Diagnosis Code D10.0
Information for Medical Professionals
The ICD-10 and ICD-9 GEMs are used to facilitate linking between the diagnosis codes in ICD-9-CM and the new ICD-10-CM code set. The GEMs are the raw material from which providers, health information vendors and payers can derive specific applied mappings to meet their needs.
- 210.0 - Benign neoplasm lip
- Benign neoplasm of external upper lip
- Benign neoplasm of lip
- Benign neoplasm of lip, oral cavity and/or pharynx
- Benign neoplasm of vermilion border of lip
- Benign neoplasm of vermilion border of lower lip
- Benign neoplasm of vermilion border of upper lip
- Benign tumor of frenum of lip
- Benign tumor of frenum of lower lip
- Benign tumor of frenum of upper lip
- Benign tumor of labial mucosa
- Benign tumor of lower labial mucosa
- Benign tumor of upper labial mucosa
- Neoplasm of vermilion border of lower lip
- Neoplasm of vermilion border of upper lip
- Papilloma of lip
- Tumor of frenum of lower lip
- Tumor of frenum of upper lip
- Tumor of labial mucosa
- Tumor of lower labial mucosa
Index of Diseases and Injuries
References found for the code D10.0 in the Index of Diseases and Injuries:
- Inclusion Terms: Inclusion terms
List of terms is included under some codes. These terms are the conditions for which that code is to be used. The terms may be synonyms of the code title, or, in the case of “other specified” codes, the terms are a list of the various conditions assigned to that code. The inclusion terms are not necessarily exhaustive. Additional terms found only in the Alphabetic Index may also be assigned to a code.
- Benign neoplasm of lip (frenulum) (inner aspect) (mucosa) (vermilion border)
- Type 1 Excludes Notes: Type 1 Excludes Notes
A type 1 Excludes note is a pure excludes note. It means “NOT CODED HERE!” An Excludes1 note indicates that the code excluded should never be used at the same time as the code above the Excludes1 note. An Excludes1 is used when two conditions cannot occur together, such as a congenital form versus an acquired form of the same condition.
- benign neoplasm of skin of lip (D22.0, D23.0)
Information for Patients
Also called: Benign cancer, Benign neoplasms, Noncancerous tumors
Tumors are abnormal growths in your body. They can be either benign or malignant. Benign tumors aren't cancer. Malignant ones are. Benign tumors grow only in one place. They cannot spread or invade other parts of your body. Even so, they can be dangerous if they press on vital organs, such as your brain.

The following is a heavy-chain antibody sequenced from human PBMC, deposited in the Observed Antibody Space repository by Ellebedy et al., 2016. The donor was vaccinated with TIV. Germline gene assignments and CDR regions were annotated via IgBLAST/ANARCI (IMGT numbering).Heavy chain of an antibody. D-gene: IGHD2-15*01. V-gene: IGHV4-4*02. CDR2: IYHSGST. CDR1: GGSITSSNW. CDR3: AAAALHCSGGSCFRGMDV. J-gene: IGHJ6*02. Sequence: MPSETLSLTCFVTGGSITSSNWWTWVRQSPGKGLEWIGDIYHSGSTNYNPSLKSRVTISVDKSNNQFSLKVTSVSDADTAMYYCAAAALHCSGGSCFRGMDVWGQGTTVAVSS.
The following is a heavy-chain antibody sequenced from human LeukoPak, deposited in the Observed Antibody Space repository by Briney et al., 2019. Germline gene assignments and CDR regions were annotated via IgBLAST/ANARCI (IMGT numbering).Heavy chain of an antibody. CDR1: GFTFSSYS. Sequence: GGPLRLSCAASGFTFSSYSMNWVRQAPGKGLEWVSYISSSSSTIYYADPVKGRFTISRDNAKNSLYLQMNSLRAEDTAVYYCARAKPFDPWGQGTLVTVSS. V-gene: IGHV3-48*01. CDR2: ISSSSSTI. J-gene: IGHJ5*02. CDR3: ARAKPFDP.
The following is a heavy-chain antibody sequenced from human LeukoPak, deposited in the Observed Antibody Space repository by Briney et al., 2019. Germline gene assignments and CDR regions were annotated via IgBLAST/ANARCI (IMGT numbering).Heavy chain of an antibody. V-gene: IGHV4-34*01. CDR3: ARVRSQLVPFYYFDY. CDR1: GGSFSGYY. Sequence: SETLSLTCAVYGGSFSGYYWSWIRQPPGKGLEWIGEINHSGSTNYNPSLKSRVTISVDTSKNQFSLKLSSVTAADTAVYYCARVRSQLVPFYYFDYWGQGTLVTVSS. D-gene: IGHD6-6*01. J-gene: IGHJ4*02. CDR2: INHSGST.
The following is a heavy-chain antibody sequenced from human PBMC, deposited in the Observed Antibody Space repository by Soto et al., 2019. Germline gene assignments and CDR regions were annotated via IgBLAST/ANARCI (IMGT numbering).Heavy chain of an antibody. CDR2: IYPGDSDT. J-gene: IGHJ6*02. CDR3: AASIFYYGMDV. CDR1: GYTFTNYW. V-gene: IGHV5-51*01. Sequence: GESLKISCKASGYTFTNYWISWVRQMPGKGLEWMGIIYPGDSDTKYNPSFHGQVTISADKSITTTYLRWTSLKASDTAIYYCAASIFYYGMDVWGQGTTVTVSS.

Tumors are made up of extra cells. Normally, cells grow and divide to form new cells as your body needs them. When cells grow old, they die, and new cells take their place. Sometimes, this process goes wrong. New cells form when your body does not need them, and old cells do not die when they should. These extra cells can divide without stopping and may form tumor.
Treatment often involves surgery. Benign tumors usually don't grow back.
NIH: National Cancer Institute
- Biopsy - polyps
- Cherry angioma
Your mouth is one of the most important parts of your body. Any problem that affects your mouth can make it hard to eat, drink or even smile.
Some common mouth problems include
- Cold sores - painful sores on the lips and around the mouth, caused by a virus
- Canker sores - painful sores in the mouth, caused by bacteria or viruses
- Thrush - a yeast infection that causes white patches in your mouth
- Leukoplakia - white patches of excess cell growth on the cheeks, gums or tongue, common in smokers
- Dry mouth - a lack of enough saliva, caused by some medicines and certain diseases
- Gum or tooth problems
- Bad breath
Treatment for mouth disorders varies, depending on the problem. Keeping a clean mouth by brushing and flossing often is important.
- Burning Mouth Syndrome - NIH (National Institute of Dental and Craniofacial Research)
- Gum biopsy
- Lichen planus
- Mouth sores
- Mouth ulcers
- Mucous cyst
- Perioral dermatitis